Literacy is the key to making Wales a successful nation. So, writes Rhiannon Lloyd, it's vitally important to make readers of us all
A few months ago, after being invited to speak at the Wales Education 2000 conference, I confidently jotted down two questions I wanted my talk to answer: how can Wales become a highly literate and successful nation, and whose responsibility is it to ensure high standards of literacy in Wales? While it strikes me that I have probably bitten off more than I can chew, as the conference draws nearer I still believe these are the very issues that need to be discussed and (hopefully) answered.
We must start by finding out how well Wales is doing with regard to literacy skills. According to the most recent annual report of Her Majesty's Chief Inspector in Wales, "in primary schools overall standards in literacy in English and Welsh are satisfactory or better in nearly 95 per cent of schools".
The report also says that "standards of achievement in all areas of literacy are satisfactory or better in nearly 90 per cent of secondary schools". In national curriculum assessments at all key stages, a higher percentage of pupils than last year achieved the expected levels in Welsh and English.
This all sounds just fine. Wales seems on course to achieving government targets. So what's the problem?
If we juxtapose the above information with the results of recent surveys, the issue becomes clearer. It is claimed that the UK just scraped into the top 10 of countries where book sales are high and where a significant proportion of the population claims to have read a book during the past fortnight. Can we deduce from this that schools are making readers of us as children, but that as adults we resist developing our literacy skills further?
Is it the individual's responsibility to develop his or her literacy, or is it up to communities to make literacy development a focus for activity? If so, how can we do that?
Also, some people will ask if this only means books. It's a good point. Let me refer back for a moment to the National Year of Reading last year. It was a government initiative aimed at raising the profile of reading and literacy and to encourage higher standards throughout the UK. It was a great success in Wales, mainly because so many individuals, organisations and commuities became involved in promoting reading and because the main messages emphasised that reading is for everyone and that it doesn't matter what you read. Reading should be enjoyable as well as valuable. It should give the reader pleasure as well as power, and that means it doesn't matter whether it's a newspaper at breakfast time, a magazine at the dentist's, light fiction in the bath, poetry in bed, or one of the classics at a desk.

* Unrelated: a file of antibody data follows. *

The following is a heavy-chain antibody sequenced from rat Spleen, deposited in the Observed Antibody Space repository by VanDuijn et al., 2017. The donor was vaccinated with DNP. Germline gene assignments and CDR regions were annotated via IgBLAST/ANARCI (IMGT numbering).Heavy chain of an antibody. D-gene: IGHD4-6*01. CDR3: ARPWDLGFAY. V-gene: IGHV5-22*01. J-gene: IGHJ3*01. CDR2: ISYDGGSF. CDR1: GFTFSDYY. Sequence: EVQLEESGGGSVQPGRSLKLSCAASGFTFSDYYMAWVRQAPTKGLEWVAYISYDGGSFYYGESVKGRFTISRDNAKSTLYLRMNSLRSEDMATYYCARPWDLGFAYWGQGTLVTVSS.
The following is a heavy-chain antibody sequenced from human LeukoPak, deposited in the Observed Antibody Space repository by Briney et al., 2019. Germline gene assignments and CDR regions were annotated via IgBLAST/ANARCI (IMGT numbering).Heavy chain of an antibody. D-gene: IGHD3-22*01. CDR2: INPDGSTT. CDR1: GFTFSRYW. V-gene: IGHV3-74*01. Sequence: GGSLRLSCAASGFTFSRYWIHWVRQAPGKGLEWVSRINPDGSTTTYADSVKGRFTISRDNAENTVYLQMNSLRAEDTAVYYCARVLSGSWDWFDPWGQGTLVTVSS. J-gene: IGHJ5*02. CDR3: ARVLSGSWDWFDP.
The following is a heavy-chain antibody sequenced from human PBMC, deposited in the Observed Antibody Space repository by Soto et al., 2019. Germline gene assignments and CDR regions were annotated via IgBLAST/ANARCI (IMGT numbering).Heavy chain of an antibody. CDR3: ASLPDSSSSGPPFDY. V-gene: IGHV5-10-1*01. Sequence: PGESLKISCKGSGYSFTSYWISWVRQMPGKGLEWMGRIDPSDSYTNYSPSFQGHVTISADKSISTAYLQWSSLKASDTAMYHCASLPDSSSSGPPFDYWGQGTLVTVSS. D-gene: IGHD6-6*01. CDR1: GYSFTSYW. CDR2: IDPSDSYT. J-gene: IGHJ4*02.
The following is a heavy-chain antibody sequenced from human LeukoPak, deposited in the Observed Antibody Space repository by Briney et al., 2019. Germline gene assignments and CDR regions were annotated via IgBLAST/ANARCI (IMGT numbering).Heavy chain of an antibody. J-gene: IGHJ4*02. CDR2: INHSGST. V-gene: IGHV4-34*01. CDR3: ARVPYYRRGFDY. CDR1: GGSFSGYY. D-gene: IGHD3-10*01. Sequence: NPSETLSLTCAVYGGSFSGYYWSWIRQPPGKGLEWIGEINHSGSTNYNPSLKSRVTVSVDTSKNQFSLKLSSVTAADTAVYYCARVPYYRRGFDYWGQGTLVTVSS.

Reading makes thinkers of us, and reading makes us creative. It cultivates our imagination and liberates out minds. The more thought-provoking the material we choose is, the more we think: and the more we think, the more civilising the reading process becomes. This seems to suggest that to become a highly-literate nation, we need to read as much as possible, from as wide a range of materials as we can. As Thomas Carlyle said: "All that mankind has done, thought, gained or been: it is all lying in magic preservation in the pages of books."
Schools and literacy development hold the key to making us a highly-literate nation. All the evidence points to the fact that, in general, schools succeed in teaching youngsters to read, and that standards in literacy are improving year on year in Wales.
This is no mean achievement. Schools certainly introduce pupils to "good books", and many, myself included, are eternally indebted to them for the treasures they bestowed on us.
Others, however, who may have attended the same schools, hardly ever read or pick up a book. This is our starting-point for the conference: how can schools and other agencies (because it certainly isn't just the schools' responsibility) make readers of those who don't (not can't) read? As Mark Twain wrote: "The man who does not read good books has no advantage over the man who can't read them."
This is the crux of the matter, the really big question - and the answer could make a huge contribution to making Wales a highly-literate and successful nation. Why not come to the conference and help us find the answer?
Rhiannon Lloyd is HM Inspector of schools in Wales and was the Welsh co-ordinator of the National Year of Reading in 1998-99. She will deliver The TES lecture, Literacy - skills for life in school and community on Friday, July 14 at noon. She is also speaking on Thursday, July 13 at 11am.